using the arrow buttons.
by clicking on the page.
the page around when zoomed in by dragging it.
the zoom using the slider when zoomed-in.
by clicking on the zoomed-in page.
by entering text in the search field, and select "This Issue" or "All Issues"
by clicking on thumbnails to select pages, and then press the print button.
displays sections with thumbnails and descriptions.
displays a slider of thumbnails. Click on a page to jump.
allows you to browse the full archive.
about your subscription?
Lions Roar : September 2007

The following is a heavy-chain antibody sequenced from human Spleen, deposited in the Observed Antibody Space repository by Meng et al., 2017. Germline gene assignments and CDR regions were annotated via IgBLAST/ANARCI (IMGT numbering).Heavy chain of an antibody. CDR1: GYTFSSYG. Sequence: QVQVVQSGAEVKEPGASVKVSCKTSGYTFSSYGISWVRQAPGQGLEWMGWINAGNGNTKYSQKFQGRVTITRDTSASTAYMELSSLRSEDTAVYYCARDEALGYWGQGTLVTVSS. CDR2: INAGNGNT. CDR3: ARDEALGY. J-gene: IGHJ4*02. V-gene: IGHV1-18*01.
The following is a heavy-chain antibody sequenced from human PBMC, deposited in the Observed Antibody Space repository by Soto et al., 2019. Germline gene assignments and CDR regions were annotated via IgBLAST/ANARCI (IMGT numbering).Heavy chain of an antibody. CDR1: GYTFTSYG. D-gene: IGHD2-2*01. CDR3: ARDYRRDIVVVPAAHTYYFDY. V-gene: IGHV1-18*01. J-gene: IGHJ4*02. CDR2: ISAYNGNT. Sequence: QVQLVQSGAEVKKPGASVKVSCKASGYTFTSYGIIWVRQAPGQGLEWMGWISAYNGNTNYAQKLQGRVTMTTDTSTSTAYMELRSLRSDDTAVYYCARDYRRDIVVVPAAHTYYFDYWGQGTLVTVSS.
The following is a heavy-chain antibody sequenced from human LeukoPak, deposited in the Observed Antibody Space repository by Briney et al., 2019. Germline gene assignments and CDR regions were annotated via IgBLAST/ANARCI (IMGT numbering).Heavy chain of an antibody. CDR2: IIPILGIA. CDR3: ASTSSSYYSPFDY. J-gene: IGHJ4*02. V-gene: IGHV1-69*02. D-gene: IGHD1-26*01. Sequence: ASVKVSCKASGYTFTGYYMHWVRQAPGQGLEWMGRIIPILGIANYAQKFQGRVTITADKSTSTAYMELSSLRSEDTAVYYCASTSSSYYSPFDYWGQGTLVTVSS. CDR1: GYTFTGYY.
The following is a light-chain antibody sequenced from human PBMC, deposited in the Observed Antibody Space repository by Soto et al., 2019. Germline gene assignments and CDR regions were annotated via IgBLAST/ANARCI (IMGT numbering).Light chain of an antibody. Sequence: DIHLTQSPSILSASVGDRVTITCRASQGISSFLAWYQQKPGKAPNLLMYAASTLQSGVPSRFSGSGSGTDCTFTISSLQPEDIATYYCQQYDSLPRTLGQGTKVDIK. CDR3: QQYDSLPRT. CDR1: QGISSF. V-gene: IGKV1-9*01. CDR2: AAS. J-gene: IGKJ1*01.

SHAMBHALA SUN SEPTEMBER 2007 38 When Beah was seven, he came up with his answer to the riddle. He’d shoot the monkey, so that it wouldn’t have the chance to make any other humans choose. “I never discussed it with anyone,” Ishmael writes in his memoir, “for fear of how my mother would feel.” Five years later, in 1993, Beah was twelve and civil war was raging in his country. Refugees passed through his village and talked about how rebel sol- diers from the Revolutionary United Front had killed their families. People felt sorry for the refugees and offered them a place to stay, but the refugees didn’t accept the invitation. They said the war would soon come to Beah’s area. And they were right. One morning, Beah, his older brother, Junior, and some friends stuffed their pockets with rap-music cas- settes and loaded their backpacks with notebooks full of lyrics. Junior, who had learned about North Ameri- can dance and music at secondary school, had taught the others how to rap, and now the boys were sched- uled to participate in a talent show in Mattru Jong, a neighboring village. To save money, they opted to walk the sixteen miles there, arriving without inci- dent. But they were not in Mattru Jong for very long before they received news from home: the rebels had attacked their village. The boys, not knowing if their families were dead or alive, set out to look for them. On the way, they saw lost children wailing for their parents. They saw a woman carrying a dead baby on her back, the baby’s blood dripping down her dress, and they saw a man vomiting blood and crying. He and his family had tried to escape the rebels by car, but the rebels had shot and killed his wife and children. The boys realized their parents could not still be in their village and that the only thing they could do was to go back to Mattru Jong. Of course, everyone knew that sooner or later the war would find them there, too. Beah was cooking when he first heard the rebels fire their guns. “In the beginning of the war, people were afraid of the gunshots,” Beah tells me in an interview, “but soon the sound became all too common. We got used to it and didn’t run.” On this day, though, Beah did run, and he didn’t stop for many months. Journeying from one village to another in an attempt to outrun the rebels, Beah ate fruit growing on trees he’d never seen before and slept in trees or on the porches of strangers’ huts. And in his running to no particular place, he lost people along the way. Some, like Junior, he lost in the confu- sion of rebel attacks. Others, like his friend Gasemu, were murdered by rebels right before his eyes. A few days after Gasemu’s death, Beah was walking • An estimated 300,000 children—boys and girls under the age of 18—are involved in more than 30 conflicts worldwide. • A UNICEF study of six countries reported the aver- age age of child soldiers as 13 years old. Human Rights Watch reports that there are soldiers as young as eight years old. • Children are used as combatants, messengers, spies, porters, cooks, human land-mine detectors, suicide bombers, and for forced sexual services. New light- weight weaponry has made it possible for children to serve in frontline combat. In some cases, they are drugged to increase their fearlessness in battle. • Some children are abducted or forcibly recruited; others join because of poverty, abuse, and dis- crimination, or to seek revenge for violence enacted against them or their families. Children are more likely to become soldiers if they are separated from their families, displaced from their homes, living in combat zones, or have limited access to educa- tion. They may join armed groups because doing so guarantees daily food and survival. • Child soldiers have served in armed political groups or in government forces in the following countries/ territories: Afghanistan, Angola, Burma, Burundi, Sri Lanka, Chad, Colombia, Democratic Republic of the Congo, Republic of the Congo, Cote d’Ivoire, East Timor, Eritrea, Guinea, India, Indonesia, Iran, Iraq, Israel/Occupied West Bank and Gaza Strip/ Palestinian Authority Territories, Laos, Lebanon, Liberia, Pakistan, Papua New Guinea, Russian Fed- eration, Rwanda, Sierra Leone, Somalia, Sudan, Tanzania, Uganda. (UNICEF includes the U.S. and Canada in its list because they allow conscription under 18.) • Burma is believed to have more child soldiers than any other country in the world. The major- ity of their child soldiers are in the national army, which forcibly recruits those as young as 11. Chil- dren make up an estimated 20 percent of Burma’s 350,000-strong force. Some Hard Facts on Child Soldiers Compiled from recent UN, UNICEF, and Human Rights Watch releases. SEPT 36-43.indd 38 SEPT 36-43.indd 38 6/25/07 4:53:53 PM 6/25/07 4:53:53 PM